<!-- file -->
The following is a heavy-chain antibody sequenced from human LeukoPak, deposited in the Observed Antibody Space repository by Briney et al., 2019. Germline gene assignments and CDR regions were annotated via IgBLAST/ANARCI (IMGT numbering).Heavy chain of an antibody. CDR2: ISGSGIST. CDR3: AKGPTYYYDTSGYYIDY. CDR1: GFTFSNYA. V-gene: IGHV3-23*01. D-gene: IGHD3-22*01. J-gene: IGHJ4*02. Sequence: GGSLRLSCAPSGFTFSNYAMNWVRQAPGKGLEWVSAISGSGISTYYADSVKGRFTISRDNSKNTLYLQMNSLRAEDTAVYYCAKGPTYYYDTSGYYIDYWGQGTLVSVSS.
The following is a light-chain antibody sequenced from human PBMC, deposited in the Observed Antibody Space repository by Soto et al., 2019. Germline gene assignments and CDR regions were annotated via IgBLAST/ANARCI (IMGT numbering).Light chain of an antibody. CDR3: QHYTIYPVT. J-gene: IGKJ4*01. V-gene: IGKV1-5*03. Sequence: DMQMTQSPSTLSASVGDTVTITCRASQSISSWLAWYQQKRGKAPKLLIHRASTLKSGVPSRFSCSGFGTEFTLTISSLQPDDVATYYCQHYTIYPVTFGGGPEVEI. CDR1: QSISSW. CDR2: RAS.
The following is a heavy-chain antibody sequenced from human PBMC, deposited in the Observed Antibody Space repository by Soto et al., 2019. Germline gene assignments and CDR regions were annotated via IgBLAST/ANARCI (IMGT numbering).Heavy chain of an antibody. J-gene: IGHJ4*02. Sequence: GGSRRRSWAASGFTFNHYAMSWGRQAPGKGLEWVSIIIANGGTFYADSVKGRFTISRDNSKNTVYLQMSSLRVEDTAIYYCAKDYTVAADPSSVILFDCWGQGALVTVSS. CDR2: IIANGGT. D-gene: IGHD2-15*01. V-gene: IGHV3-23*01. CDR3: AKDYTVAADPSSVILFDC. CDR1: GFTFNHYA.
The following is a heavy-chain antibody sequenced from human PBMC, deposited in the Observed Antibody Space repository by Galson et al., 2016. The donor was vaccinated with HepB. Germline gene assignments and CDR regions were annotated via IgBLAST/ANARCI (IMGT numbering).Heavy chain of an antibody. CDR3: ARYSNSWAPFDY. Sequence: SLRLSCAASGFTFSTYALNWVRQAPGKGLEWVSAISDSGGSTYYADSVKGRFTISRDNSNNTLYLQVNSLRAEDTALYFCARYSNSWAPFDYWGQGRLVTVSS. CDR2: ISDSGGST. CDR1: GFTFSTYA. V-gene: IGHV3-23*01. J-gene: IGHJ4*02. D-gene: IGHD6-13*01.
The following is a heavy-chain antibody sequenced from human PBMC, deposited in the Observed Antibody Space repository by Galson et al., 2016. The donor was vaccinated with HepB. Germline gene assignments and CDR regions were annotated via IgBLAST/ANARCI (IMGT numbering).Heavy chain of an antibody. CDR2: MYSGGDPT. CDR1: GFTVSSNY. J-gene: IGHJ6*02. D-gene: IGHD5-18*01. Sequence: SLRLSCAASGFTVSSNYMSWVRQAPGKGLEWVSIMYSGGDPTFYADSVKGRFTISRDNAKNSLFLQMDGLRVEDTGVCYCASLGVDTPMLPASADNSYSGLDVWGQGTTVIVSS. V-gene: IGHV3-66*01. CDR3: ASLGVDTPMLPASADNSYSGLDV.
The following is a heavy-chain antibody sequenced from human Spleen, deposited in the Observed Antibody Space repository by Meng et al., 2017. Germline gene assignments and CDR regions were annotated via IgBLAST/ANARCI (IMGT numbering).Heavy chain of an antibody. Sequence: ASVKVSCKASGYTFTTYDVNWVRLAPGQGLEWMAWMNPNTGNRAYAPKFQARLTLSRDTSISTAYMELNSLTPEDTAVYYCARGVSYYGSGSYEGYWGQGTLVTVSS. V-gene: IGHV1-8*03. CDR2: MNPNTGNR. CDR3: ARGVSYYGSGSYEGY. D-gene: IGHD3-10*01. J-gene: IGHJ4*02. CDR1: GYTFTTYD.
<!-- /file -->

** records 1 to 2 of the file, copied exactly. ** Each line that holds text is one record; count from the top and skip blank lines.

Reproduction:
The following is a heavy-chain antibody sequenced from human LeukoPak, deposited in the Observed Antibody Space repository by Briney et al., 2019. Germline gene assignments and CDR regions were annotated via IgBLAST/ANARCI (IMGT numbering).Heavy chain of an antibody. CDR2: ISGSGIST. CDR3: AKGPTYYYDTSGYYIDY. CDR1: GFTFSNYA. V-gene: IGHV3-23*01. D-gene: IGHD3-22*01. J-gene: IGHJ4*02. Sequence: GGSLRLSCAPSGFTFSNYAMNWVRQAPGKGLEWVSAISGSGISTYYADSVKGRFTISRDNSKNTLYLQMNSLRAEDTAVYYCAKGPTYYYDTSGYYIDYWGQGTLVSVSS.
The following is a light-chain antibody sequenced from human PBMC, deposited in the Observed Antibody Space repository by Soto et al., 2019. Germline gene assignments and CDR regions were annotated via IgBLAST/ANARCI (IMGT numbering).Light chain of an antibody. CDR3: QHYTIYPVT. J-gene: IGKJ4*01. V-gene: IGKV1-5*03. Sequence: DMQMTQSPSTLSASVGDTVTITCRASQSISSWLAWYQQKRGKAPKLLIHRASTLKSGVPSRFSCSGFGTEFTLTISSLQPDDVATYYCQHYTIYPVTFGGGPEVEI. CDR1: QSISSW. CDR2: RAS.